Joseph Mobutu, President of Zaire – one of the world’s richest men ruling one of the world’s poorest countries – seems likely to retire from riot-torn Kinshasha to the Côte d’Azure in France, where he owns a pink and white marble palace set in 25 acres of garden, with an 82-foot outdoor swimming pool. He will be able to enjoy whist drives with his neighbours, Baby Doc Duvalier, General Michel Aoun and former Emperor Bokassa.
From The Guardian, 10 February 1993
Alice in Latasica
or the global debt crisis explained.
Next month’s NI unravels the almighty mess via the pens and perceptions of campaigning cartoonist Brick and radical economist Susan George. They will address:
What has Third World debt got to do with me?
How did it all happen?
Who does debt benefit?
What’s the ‘debt boomerang’?
And now for the good news...
Nothing but bad news – of civil war, death squads, genocide – seems to have come out of Central America for decades. But a kind of peace, however fragile, is returning. The people can begin to rebuild, count the cost and heal the wounds. We report from two of the worst-affected regions.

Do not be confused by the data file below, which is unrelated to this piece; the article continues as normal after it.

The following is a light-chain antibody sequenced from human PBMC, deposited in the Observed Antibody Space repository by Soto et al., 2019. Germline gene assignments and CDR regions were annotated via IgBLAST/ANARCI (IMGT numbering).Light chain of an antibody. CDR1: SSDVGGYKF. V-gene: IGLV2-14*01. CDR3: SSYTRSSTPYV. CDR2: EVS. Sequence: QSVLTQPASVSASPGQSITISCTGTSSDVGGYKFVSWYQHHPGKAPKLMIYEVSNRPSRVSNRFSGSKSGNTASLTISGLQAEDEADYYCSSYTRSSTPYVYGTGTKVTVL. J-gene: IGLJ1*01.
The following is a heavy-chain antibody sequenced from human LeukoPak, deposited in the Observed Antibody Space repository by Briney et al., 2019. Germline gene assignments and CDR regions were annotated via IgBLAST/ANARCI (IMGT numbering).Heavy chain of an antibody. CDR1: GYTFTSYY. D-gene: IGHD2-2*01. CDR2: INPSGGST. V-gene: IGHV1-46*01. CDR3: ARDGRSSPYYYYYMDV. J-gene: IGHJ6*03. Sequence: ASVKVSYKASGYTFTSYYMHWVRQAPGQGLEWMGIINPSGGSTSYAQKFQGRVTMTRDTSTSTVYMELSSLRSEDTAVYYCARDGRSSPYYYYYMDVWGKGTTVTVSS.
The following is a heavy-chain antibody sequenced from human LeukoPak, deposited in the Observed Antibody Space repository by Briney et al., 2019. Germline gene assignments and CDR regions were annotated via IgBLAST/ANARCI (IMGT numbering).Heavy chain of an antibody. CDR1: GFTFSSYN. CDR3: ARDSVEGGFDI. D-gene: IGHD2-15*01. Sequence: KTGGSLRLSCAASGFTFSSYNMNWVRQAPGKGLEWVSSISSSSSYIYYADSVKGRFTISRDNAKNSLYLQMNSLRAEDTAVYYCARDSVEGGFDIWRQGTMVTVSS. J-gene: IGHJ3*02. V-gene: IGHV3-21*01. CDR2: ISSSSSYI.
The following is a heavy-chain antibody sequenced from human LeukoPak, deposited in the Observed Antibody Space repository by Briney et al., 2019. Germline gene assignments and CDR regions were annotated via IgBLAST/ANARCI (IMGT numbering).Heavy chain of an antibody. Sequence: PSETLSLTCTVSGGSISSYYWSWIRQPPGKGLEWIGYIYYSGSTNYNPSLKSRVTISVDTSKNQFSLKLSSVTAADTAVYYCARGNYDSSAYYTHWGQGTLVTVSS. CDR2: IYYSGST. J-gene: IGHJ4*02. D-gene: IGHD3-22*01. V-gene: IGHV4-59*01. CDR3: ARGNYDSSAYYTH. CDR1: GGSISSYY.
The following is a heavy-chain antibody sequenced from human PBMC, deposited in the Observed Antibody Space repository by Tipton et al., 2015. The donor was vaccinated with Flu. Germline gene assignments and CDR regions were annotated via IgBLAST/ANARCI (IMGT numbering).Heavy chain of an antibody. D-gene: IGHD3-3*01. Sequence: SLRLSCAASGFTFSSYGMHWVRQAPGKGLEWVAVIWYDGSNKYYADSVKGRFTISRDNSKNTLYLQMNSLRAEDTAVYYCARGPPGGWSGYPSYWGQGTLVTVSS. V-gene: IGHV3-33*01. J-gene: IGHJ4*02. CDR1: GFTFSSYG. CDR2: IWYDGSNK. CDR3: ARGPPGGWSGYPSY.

Guatemala – ‘Even the hills are talking to you.’
Thousands of Guatemalan refugees who fled to Mexico a decade ago are returning home. Some 45,000 exiles have been living in muddy camps along Mexico’s mountainous southern border since abandoning their country at the height of military violence in the early 1980s. But all the mainly indigenous, peasant refugees are expected to be home shortly after four years of tortuous negotiations between Guatemala, Mexico and the UN. The first 2,500 made the historic first crossing on 20 January this year.
Guatemala’s 1992 Nobel Peace Prize winner Rigoberta Menchu was at the spectacular highland border-post of La Mesilla to greet them. ‘I know what they are feeling,’ she said. ‘It’s like a knot in the throat... as if even the hills are talking to you.’ Guatemala’s independent human rights attorney, Ramiro de Leon Carpio, described the event as ‘a gear in the wheel that will take us to peace.’
Fighting in the last unresolved war in Central America is now only sporadic, but many of the refugees are still haunted by memories. ‘I shall wait until more have returned home safely before I go back,’ says Maria Lopez Mendez, a 33-year-old Mayan Indian whose last memory of her home was the screams of her parents dying inside their burning shack.
Teams of forensic and human rights experts are excavating mass graves in northern Guatemala and survivors of atrocities are emboldened to tell their stories for the first time. The conservative government of President Jorge Serrano Elias hopes that the repatriations will redeem his country’s dire human rights record. He also claims the returnees are fleeing forced recruitment to rebel groups.